A report this week in the UK Times has revealed new information on China’s use of a cutting edge high tech weapon during last summer’s high altitude Himalayan standoff between Indian and Chinese troops in the disputed Ladakh border region.
Initial claims that a military-grade crowd control sonic pulse weapon capable of causing severe bodily discomfort, including dizziness and nausea, was used by China’s PLA military on Indian soldiers along the Line of Actual Control, were recently made by a notable professor at a Beijing university.
It would mark the first known instance in history such a controversial weapon was deployed in battle.
“Its forces had turned two strategic hilltops that had been occupied by Indian soldiers ‘into a microwave oven’, forcing them to retreat and allowing the positions to be retaken without an exchange of conventional fire, according to Jin Canrong, a professor of international relations at Beijing-based Renmin University,” the Times reports.
Also described as electromagnetic ‘microwave’ weapons, when reportedly turned on the Indian forces they retreated during a standoff after becoming sick and vomiting, the professor claimed:
Jin told his students that within 15 minutes of the weapons being deployed, ‘those occupying the hilltops all began to vomit’.
‘They couldn’t stand up, so they fled. This was how we retook the ground,’ he explained.
China’s forces decided to use the weapons because the altitude was too high to fight against a team of Tibetan mountaineering specialists, Jin said.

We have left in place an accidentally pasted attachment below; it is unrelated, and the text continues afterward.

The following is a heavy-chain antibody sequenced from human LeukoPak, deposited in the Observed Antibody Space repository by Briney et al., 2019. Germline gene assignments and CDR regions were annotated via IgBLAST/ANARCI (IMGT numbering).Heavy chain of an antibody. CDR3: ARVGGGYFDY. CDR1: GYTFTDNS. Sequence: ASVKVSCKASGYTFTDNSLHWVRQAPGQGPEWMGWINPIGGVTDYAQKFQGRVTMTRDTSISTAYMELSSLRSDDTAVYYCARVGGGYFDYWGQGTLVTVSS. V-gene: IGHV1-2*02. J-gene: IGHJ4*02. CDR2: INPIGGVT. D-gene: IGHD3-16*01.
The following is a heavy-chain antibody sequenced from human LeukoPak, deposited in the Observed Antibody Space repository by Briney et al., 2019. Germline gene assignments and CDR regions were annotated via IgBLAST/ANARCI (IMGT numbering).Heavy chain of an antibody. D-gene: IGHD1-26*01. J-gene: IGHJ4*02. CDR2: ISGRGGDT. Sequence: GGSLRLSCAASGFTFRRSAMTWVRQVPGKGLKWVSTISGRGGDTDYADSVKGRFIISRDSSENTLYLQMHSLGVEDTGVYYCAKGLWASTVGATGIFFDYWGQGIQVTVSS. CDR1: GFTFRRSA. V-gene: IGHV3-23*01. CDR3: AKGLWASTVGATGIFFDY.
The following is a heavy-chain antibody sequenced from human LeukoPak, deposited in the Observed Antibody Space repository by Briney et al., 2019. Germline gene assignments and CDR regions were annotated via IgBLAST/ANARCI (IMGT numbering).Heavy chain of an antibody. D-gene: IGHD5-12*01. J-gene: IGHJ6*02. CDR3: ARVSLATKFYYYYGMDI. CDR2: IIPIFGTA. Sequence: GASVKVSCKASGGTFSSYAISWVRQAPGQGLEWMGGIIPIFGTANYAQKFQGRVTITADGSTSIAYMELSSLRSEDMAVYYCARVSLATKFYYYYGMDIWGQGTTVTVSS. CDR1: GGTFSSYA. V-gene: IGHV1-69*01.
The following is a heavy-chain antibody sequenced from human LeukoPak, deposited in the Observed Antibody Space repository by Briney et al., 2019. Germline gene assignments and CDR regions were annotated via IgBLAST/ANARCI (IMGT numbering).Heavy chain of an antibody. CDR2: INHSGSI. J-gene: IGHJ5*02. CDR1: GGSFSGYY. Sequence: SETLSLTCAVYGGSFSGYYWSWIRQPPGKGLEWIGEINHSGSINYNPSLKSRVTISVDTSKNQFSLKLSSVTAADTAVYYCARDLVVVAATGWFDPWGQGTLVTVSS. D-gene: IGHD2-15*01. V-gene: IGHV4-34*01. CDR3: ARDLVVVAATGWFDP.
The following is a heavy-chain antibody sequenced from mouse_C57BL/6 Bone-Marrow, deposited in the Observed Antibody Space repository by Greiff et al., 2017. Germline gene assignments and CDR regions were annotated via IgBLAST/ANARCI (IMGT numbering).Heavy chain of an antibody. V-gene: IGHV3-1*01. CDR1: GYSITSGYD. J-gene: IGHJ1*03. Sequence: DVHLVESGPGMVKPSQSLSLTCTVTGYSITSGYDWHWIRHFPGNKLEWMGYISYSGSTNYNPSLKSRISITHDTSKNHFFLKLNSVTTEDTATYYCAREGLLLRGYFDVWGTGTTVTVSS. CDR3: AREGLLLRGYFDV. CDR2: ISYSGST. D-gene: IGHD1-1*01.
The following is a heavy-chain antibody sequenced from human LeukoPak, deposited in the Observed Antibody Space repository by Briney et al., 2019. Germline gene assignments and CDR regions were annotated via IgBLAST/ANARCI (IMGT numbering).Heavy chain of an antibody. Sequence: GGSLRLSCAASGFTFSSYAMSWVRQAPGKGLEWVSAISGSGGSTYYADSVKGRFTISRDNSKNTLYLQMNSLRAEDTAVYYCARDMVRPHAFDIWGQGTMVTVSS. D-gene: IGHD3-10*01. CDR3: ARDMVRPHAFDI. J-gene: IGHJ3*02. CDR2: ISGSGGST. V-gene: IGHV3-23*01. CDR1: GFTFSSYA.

Gunfire is banned under an old agreement, although there were warning shots in September in an exchange of fire which both sides blamed on each other.
In June Chinese and Indian patrols along the border broke into hand-to-hand clashes that left at least 20 Indian troops killed. The microwave weapon incident was said to have occurred in late August.
China and India have been engaged in military-to-military talks to attempt to return the region to a peaceful status quo amid the border dispute, which reaches back decades.
Each side has accused the other of violating prior agreements, but for now that talks appear to have kept the peace even as a military build-up on each side has continued.
However, as of September both sides were witnessed sending additional troops and supplies to the harsh high-altitude region, strongly suggesting the standoff will continue for the long haul.
The US military has recently experimented with such ‘sonic weapons’ which are designed to cause an extreme concentration of heat, capable of causing enough discomfort to disperse crowds, but they have long been deemed ineffective on the battlefield, outside of simple urban crown control situations.
Assuming these new claims out of China are true, it would mark the first time such a sonic weapon was used in a live battlefield situation on humans.
MORE ON THE TOPIC:
- Navy Pushes Ahead With 500-Ship Plan To ‘Counter China & Russia’ In Wake Of Esper Firing
- In Videos: At Least 11 Killed In Indian-Pakistani Exchange Of Strikes In Disputed Kashmir Region